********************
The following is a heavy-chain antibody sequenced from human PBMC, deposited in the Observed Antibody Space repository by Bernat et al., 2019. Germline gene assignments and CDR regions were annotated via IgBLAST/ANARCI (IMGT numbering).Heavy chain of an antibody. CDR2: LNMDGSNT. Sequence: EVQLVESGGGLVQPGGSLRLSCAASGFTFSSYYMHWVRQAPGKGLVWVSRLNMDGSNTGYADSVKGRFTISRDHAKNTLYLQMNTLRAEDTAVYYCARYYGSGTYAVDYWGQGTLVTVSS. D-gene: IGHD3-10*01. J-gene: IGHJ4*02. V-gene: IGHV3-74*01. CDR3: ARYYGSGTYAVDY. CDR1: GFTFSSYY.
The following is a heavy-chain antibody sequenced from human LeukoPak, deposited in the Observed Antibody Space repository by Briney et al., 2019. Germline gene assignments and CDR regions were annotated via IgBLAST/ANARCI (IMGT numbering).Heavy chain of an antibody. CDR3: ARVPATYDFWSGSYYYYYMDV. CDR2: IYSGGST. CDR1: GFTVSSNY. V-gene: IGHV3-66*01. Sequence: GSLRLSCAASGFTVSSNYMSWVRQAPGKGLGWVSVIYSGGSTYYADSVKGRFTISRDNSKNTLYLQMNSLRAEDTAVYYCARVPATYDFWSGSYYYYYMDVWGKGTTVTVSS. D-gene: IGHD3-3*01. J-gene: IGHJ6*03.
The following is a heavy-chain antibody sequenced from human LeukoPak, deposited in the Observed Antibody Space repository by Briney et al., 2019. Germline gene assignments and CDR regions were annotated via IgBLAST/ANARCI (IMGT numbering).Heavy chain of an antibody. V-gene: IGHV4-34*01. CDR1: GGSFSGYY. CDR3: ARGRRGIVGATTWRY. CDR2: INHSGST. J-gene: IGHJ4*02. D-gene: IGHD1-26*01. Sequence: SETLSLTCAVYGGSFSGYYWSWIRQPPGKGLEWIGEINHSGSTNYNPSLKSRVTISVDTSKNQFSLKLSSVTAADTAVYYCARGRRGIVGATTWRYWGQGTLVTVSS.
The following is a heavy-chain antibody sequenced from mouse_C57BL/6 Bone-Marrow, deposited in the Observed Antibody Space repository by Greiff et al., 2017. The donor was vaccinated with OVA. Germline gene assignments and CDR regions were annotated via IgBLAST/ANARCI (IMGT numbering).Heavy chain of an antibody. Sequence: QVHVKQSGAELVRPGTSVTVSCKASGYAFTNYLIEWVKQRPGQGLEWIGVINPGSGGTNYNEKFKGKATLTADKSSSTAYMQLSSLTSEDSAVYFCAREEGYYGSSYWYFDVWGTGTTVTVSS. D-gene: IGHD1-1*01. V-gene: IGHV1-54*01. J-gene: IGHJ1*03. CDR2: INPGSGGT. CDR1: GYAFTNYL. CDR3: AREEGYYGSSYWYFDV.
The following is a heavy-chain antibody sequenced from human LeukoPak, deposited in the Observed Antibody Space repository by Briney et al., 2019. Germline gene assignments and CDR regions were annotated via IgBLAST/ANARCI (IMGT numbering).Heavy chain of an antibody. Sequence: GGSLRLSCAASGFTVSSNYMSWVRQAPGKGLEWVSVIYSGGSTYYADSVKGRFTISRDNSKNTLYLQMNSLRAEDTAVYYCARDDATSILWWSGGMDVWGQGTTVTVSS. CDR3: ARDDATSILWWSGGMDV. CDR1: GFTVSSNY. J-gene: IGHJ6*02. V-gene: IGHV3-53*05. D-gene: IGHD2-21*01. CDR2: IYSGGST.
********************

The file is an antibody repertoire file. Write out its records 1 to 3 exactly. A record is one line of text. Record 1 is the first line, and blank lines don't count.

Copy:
The following is a heavy-chain antibody sequenced from human PBMC, deposited in the Observed Antibody Space repository by Bernat et al., 2019. Germline gene assignments and CDR regions were annotated via IgBLAST/ANARCI (IMGT numbering).Heavy chain of an antibody. CDR2: LNMDGSNT. Sequence: EVQLVESGGGLVQPGGSLRLSCAASGFTFSSYYMHWVRQAPGKGLVWVSRLNMDGSNTGYADSVKGRFTISRDHAKNTLYLQMNTLRAEDTAVYYCARYYGSGTYAVDYWGQGTLVTVSS. D-gene: IGHD3-10*01. J-gene: IGHJ4*02. V-gene: IGHV3-74*01. CDR3: ARYYGSGTYAVDY. CDR1: GFTFSSYY.
The following is a heavy-chain antibody sequenced from human LeukoPak, deposited in the Observed Antibody Space repository by Briney et al., 2019. Germline gene assignments and CDR regions were annotated via IgBLAST/ANARCI (IMGT numbering).Heavy chain of an antibody. CDR3: ARVPATYDFWSGSYYYYYMDV. CDR2: IYSGGST. CDR1: GFTVSSNY. V-gene: IGHV3-66*01. Sequence: GSLRLSCAASGFTVSSNYMSWVRQAPGKGLGWVSVIYSGGSTYYADSVKGRFTISRDNSKNTLYLQMNSLRAEDTAVYYCARVPATYDFWSGSYYYYYMDVWGKGTTVTVSS. D-gene: IGHD3-3*01. J-gene: IGHJ6*03.
The following is a heavy-chain antibody sequenced from human LeukoPak, deposited in the Observed Antibody Space repository by Briney et al., 2019. Germline gene assignments and CDR regions were annotated via IgBLAST/ANARCI (IMGT numbering).Heavy chain of an antibody. V-gene: IGHV4-34*01. CDR1: GGSFSGYY. CDR3: ARGRRGIVGATTWRY. CDR2: INHSGST. J-gene: IGHJ4*02. D-gene: IGHD1-26*01. Sequence: SETLSLTCAVYGGSFSGYYWSWIRQPPGKGLEWIGEINHSGSTNYNPSLKSRVTISVDTSKNQFSLKLSSVTAADTAVYYCARGRRGIVGATTWRYWGQGTLVTVSS.